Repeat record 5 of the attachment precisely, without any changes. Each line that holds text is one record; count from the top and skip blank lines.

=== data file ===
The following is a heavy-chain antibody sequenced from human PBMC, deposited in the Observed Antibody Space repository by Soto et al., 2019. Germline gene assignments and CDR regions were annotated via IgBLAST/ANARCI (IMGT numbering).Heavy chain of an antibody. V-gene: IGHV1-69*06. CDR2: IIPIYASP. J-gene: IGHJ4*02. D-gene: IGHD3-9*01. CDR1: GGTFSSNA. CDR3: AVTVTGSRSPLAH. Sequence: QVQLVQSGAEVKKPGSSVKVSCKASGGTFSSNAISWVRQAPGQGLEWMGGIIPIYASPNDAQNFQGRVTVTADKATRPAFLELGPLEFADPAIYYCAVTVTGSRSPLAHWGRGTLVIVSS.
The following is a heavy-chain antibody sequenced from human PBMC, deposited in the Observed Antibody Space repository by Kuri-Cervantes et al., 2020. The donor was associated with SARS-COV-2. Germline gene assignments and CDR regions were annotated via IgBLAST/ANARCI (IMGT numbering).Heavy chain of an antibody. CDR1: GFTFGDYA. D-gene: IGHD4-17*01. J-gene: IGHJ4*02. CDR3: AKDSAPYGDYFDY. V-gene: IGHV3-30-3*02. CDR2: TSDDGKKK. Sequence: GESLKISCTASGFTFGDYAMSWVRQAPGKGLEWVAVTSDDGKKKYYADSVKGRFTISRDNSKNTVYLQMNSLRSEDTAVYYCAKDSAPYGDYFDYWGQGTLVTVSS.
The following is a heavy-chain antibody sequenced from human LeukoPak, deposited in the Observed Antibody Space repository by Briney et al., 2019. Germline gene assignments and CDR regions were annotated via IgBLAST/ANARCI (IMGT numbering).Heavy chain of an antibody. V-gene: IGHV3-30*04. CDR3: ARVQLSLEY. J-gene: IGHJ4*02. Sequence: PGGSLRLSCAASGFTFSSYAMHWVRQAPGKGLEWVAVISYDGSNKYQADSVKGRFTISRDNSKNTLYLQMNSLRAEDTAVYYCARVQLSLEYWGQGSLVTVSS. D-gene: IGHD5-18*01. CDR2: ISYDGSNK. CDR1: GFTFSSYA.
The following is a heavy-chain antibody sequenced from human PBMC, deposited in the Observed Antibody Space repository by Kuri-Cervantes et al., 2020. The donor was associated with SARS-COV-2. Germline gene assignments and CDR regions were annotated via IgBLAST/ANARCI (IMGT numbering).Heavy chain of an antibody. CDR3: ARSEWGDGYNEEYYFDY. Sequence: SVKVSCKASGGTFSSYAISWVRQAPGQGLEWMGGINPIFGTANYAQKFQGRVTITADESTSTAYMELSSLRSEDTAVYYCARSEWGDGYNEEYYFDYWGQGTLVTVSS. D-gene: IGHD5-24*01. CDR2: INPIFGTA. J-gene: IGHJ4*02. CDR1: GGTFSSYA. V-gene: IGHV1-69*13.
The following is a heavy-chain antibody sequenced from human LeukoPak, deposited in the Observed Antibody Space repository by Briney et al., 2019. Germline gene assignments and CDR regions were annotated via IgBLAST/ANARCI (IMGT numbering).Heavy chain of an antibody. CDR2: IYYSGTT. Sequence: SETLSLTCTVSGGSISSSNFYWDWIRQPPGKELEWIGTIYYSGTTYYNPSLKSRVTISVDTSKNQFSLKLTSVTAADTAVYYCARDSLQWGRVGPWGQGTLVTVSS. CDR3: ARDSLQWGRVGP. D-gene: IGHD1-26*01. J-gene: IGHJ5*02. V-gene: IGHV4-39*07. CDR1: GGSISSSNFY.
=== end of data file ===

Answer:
The following is a heavy-chain antibody sequenced from human LeukoPak, deposited in the Observed Antibody Space repository by Briney et al., 2019. Germline gene assignments and CDR regions were annotated via IgBLAST/ANARCI (IMGT numbering).Heavy chain of an antibody. CDR2: IYYSGTT. Sequence: SETLSLTCTVSGGSISSSNFYWDWIRQPPGKELEWIGTIYYSGTTYYNPSLKSRVTISVDTSKNQFSLKLTSVTAADTAVYYCARDSLQWGRVGPWGQGTLVTVSS. CDR3: ARDSLQWGRVGP. D-gene: IGHD1-26*01. J-gene: IGHJ5*02. V-gene: IGHV4-39*07. CDR1: GGSISSSNFY.